Right: A page from a monsterrol dated 1758. Source: National Archives, CC0.
Left: A page from a missive dated 1758. Source: National Archives, CC0.
Right: A page from a monsterrol dated 1758. Source: National Archives, CC0.

During this process, we have learned a few valuable lessons that might be of use to others looking to create Ground Truth. Whether you are hoping to tackle a gigantic corpus like ours, or are working on a much smaller set (perhaps even just the handwriting of one particular person), these are the things we’ve found essential during our work:

1. Guidelines

Consistency is key when creating Ground Truth and the key to consistency are guidelines. You have to make countless small decisions when creating Ground Truth. Do you capitalise this letter? Do you write out this abbreviation? For experienced transcribers, it is tempting to make this decision on a case-by-case basis, leading to potentially inconsistent Ground Truth. Formulating guidelines forces you to consider your choices and write them down so you can refer back to them.

2. Review, review, review

When more than one person is creating Ground Truth, make sure you have regular and recurring moments of evaluation. We’ve found that there are things that people do differently without even thinking about them. Make sure to look at each other’s work or, as we’ve found preferable, work on pages together and discuss the differences. This will result in the most consistent Ground Truth.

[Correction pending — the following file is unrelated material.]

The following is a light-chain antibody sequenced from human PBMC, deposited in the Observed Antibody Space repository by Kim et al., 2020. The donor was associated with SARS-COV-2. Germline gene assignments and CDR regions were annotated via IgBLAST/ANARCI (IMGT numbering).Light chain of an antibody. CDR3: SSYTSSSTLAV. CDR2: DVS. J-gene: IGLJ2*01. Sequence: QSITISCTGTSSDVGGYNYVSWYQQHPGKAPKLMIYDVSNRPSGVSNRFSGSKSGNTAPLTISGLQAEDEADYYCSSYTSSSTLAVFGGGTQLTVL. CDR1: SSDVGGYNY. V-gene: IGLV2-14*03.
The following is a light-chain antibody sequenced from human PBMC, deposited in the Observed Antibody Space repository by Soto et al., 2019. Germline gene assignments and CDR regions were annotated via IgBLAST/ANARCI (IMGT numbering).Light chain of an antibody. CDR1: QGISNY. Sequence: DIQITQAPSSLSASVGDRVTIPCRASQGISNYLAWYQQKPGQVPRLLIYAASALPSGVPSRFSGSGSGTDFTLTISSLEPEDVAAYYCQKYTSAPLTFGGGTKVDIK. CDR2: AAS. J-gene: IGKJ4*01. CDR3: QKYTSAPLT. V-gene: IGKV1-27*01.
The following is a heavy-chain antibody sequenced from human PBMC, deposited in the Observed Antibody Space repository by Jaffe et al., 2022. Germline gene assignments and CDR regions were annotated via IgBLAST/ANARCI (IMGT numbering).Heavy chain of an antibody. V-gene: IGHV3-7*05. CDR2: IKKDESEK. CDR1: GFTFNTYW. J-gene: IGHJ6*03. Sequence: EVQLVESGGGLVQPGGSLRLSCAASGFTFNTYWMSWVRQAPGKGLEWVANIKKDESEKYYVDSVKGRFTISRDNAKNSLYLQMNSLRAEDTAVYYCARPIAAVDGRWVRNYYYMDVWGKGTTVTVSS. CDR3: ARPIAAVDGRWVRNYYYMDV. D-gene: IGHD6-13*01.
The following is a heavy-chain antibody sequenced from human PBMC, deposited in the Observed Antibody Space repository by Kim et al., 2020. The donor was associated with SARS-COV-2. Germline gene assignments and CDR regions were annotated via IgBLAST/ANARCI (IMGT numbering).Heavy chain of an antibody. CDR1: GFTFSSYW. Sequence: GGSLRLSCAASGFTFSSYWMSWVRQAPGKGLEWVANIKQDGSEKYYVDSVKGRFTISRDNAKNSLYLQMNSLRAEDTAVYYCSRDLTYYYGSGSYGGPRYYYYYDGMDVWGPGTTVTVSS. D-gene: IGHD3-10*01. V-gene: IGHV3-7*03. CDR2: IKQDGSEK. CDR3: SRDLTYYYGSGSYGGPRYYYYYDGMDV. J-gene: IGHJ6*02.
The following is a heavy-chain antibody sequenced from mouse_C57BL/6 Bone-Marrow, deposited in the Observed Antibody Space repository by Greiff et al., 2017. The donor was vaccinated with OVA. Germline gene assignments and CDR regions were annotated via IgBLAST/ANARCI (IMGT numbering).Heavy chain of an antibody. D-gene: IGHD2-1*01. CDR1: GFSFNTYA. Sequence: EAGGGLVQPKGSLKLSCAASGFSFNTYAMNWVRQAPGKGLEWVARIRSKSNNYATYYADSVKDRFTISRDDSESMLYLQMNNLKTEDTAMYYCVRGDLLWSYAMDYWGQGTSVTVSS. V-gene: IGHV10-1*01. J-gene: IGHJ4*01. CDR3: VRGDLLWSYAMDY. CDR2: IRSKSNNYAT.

3. Time management

Don’t underestimate how taxing it is to create good Ground Truth. You can’t create perfect material in one go. Careful review is needed to catch small mistakes and inconsistencies. We have found that working in short sessions generally resulted in better material than material made in one marathon-session. Don’t strain your eyes and attention-span beyond their limits: your material will suffer from it. A great excuse to take a break!

4. Model training

Creating Ground Truth isn’t just about creating the best transcriptions. It is about creating the best transcriptions for the HTR-model. Keep that goal in mind! Your software or model might have some requirements that feel slightly counter-intuitive, but will produce better results. Consult with the team that is creating and running the model or check the resources provided by the tool of your choice.

5. Use the resources at your disposal

Don’t create Ground Truth in a vacuum. Use the resources you would normally use to do academic research on your topic. Seemingly nonsensical words might have meanings you didn’t know about, but that occur in literature, primary source publications or dictionaries such as the WNT. Did you know that Abrekocken are a type of apricot?

It is clear that creating Ground Truth is a challenge. It combines all the difficult parts of creating really good transcriptions with the hassles of slightly unfamiliar technology. There is good news too: you’ll only need 30-40 pages to train a model of your own for a specific handwriting. With good planning and a little preparation using our tips, that should be achievable for most. Our GT, HTR-output and final models will also be published at some point in the future. Until then, get experimenting! Unlocking your corpus for digital analysis is only a couple dozen pages of Ground Truth away…